12.09.2020 The Power of Positivity with Steve Smith
Joe Eassa, who coaches wrestling at Unity Preparatory Charter School of Brooklyn, has won Positive Coaching Alliance’s coveted Double-Goal Coach® Award presented by TeamSnap for his positive impact on youth athletes.
Eassa is one of 50 national recipients of the Double-Goal Coach award, named for coaches who strive to win while also pursuing the more important goal of teaching life lessons through sports. The award includes a $200 prize, a certificate, and mention within the websites and newsletters of Positive Coaching Alliance (PCA), a national non-profit developing Better Athletes, Better People through youth and high school sports.
“Joe helps his athletes win on and off the mat,” said Darrell Johnson, Executive Director of PCA-New York City, the local Chapter of Positive Coaching Alliance. “By creating a positive, character-building youth sports experience and serving as a Double-Goal Coach, Joe helps youth develop into better athletes and better people.”
Eassa impacts a wildly diverse student body that has up to 90 percent of its students receiving free or reduced lunch, a daunting statistic that defines the school’s population as extremely low socio-economic status. In addition to teaching English at the school, Eassa was inspired to start a wrestling team due to the positive impact his own wrestling coach had on him after he started down a wayward path in 8th grade.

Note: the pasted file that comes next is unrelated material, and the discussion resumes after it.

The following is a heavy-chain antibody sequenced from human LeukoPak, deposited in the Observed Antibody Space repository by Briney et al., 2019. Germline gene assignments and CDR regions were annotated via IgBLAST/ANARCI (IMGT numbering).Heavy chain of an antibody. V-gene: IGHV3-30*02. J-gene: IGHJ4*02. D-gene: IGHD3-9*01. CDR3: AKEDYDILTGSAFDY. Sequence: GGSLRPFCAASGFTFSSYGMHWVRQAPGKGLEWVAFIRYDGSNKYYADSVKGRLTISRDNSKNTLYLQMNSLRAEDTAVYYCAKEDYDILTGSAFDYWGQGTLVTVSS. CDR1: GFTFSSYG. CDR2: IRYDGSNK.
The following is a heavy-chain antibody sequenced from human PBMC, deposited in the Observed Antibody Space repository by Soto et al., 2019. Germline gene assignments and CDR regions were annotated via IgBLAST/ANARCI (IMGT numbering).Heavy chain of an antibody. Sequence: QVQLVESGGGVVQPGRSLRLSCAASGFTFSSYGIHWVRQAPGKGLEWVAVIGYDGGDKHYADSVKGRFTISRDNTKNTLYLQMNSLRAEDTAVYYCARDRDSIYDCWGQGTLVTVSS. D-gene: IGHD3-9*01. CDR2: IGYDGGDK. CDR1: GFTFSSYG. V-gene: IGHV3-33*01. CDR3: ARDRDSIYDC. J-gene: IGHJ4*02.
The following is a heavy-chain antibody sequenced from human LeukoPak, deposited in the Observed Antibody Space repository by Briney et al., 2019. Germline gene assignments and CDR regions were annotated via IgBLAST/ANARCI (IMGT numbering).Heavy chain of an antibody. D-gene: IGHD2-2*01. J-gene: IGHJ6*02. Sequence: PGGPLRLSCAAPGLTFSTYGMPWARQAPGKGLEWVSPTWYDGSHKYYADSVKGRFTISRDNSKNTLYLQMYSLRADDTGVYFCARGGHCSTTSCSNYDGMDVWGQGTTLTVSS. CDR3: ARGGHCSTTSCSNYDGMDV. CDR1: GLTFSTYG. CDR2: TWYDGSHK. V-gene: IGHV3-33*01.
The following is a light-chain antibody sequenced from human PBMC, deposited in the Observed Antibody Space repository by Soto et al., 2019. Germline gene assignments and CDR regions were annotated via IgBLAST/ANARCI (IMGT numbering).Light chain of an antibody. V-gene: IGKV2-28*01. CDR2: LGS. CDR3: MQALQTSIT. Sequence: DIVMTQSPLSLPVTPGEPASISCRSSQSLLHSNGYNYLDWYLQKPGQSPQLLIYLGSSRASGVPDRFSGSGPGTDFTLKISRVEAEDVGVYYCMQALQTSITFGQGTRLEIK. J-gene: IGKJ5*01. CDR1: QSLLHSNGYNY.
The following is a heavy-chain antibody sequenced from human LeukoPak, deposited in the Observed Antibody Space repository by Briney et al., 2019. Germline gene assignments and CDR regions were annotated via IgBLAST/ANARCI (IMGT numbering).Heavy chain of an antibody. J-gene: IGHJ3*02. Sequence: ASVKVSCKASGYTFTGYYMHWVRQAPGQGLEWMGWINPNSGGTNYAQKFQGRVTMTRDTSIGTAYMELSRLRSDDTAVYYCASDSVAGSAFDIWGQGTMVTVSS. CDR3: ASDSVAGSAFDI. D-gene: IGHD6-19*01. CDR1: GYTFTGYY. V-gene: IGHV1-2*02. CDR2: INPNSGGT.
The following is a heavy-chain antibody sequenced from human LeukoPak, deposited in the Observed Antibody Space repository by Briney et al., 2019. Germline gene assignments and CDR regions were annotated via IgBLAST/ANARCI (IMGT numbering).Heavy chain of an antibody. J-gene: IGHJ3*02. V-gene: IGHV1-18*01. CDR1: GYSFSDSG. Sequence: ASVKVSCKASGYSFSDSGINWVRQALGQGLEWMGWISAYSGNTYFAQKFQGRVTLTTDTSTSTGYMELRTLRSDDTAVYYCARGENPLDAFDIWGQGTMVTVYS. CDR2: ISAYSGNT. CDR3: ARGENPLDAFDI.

“Wrestling changed my life completely,” Eassa said. “I’d been arrested. I was missing classes. Coach Josh asked me to come out, and he gave me a goal and a purpose. I try to do that as much as possible for my kids.
“I keep my numbers kind of small, 10-12 kids, and take them on as family. I talk to their families every week. I sit in their classes; if they don’t have the grades, they don’t wrestle, and they don’t come to practice. This helps me get them to understand the importance of what may seem like little decisions they’re making academically and behaviorally. The biggest thing for me is letting my guys know I care about them, and I’m going to be persistent, and that change is urgent.”
While Eassa is changing individual lives, he also has the chance to impact the life of his community as a whole, especially in terms of building cultural bridges that connect such a diverse population. “As a white guy in Bed-Stuy, I grapple with this all the time,” Eassa said. “Race is a major issue. But I’ve found from my coaching and teaching that as long as you’re there for people, and you’re consistent and give them unconditional love, that bridges cultural barriers.
“We have some refugees from Yemen and a lot of Mexican students, and their (deportation) concerns are very real. It’s been emotional. I tried to be as calm and even-keeled as possible and acknowledge these concerns. You listen. You hear. You try to explain some inaccuracies. At the middle school level, some stuff can get sensationalized. If you come in upset, the kids will do the same exact thing you do. I try to lead by example, and just acknowledge that some of these things that are happening are very scary.”